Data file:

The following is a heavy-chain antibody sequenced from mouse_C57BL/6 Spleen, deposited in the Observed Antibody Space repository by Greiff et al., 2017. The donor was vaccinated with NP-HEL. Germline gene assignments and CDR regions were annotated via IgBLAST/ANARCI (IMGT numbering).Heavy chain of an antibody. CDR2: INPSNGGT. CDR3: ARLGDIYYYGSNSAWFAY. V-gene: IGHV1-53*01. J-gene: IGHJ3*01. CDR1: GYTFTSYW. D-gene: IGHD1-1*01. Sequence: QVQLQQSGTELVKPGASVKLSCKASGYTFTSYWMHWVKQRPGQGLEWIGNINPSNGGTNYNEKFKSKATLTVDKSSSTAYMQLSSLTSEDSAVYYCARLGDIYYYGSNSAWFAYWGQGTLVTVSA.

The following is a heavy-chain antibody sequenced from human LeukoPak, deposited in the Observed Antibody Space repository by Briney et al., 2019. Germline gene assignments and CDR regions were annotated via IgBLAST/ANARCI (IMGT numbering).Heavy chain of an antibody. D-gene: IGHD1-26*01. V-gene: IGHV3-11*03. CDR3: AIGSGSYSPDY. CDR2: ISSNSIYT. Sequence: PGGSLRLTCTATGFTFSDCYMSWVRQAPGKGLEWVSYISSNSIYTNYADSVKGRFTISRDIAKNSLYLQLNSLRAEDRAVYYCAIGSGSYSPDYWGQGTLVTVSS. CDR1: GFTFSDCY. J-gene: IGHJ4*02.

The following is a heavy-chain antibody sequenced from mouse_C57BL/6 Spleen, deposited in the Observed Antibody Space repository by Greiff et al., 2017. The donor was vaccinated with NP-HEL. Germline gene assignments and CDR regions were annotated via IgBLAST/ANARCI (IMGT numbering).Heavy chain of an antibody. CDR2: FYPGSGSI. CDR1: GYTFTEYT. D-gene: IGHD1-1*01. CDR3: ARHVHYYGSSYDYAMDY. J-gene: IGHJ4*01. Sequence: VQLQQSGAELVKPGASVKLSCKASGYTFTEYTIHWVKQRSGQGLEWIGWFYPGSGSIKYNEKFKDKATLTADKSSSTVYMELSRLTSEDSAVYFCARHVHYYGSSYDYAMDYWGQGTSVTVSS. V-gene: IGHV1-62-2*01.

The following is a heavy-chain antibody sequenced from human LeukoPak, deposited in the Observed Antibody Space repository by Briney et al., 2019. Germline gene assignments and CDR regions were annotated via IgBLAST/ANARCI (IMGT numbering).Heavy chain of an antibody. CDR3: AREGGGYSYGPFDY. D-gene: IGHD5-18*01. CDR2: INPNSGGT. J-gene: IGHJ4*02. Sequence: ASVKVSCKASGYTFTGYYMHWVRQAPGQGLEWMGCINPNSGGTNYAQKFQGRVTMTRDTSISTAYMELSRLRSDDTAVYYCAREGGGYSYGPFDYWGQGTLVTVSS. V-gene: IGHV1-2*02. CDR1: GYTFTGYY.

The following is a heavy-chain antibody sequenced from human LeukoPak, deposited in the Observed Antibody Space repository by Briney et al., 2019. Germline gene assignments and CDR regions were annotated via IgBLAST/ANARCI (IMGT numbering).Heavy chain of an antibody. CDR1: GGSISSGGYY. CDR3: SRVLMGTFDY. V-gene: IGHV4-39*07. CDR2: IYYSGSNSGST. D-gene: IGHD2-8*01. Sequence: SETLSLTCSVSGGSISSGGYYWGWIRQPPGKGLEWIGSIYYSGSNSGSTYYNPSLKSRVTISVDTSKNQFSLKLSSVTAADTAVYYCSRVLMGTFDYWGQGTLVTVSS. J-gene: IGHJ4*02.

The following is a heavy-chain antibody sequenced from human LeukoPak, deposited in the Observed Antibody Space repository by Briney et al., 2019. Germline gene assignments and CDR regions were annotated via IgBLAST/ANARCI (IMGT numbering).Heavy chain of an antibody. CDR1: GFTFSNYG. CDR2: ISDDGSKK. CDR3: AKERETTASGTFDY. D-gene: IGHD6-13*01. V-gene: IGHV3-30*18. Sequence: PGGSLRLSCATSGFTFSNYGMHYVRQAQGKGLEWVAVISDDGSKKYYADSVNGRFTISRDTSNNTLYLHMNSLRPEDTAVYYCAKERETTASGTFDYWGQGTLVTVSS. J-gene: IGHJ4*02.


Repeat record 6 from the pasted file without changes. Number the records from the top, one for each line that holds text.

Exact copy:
The following is a heavy-chain antibody sequenced from human LeukoPak, deposited in the Observed Antibody Space repository by Briney et al., 2019. Germline gene assignments and CDR regions were annotated via IgBLAST/ANARCI (IMGT numbering).Heavy chain of an antibody. CDR1: GFTFSNYG. CDR2: ISDDGSKK. CDR3: AKERETTASGTFDY. D-gene: IGHD6-13*01. V-gene: IGHV3-30*18. Sequence: PGGSLRLSCATSGFTFSNYGMHYVRQAQGKGLEWVAVISDDGSKKYYADSVNGRFTISRDTSNNTLYLHMNSLRPEDTAVYYCAKERETTASGTFDYWGQGTLVTVSS. J-gene: IGHJ4*02.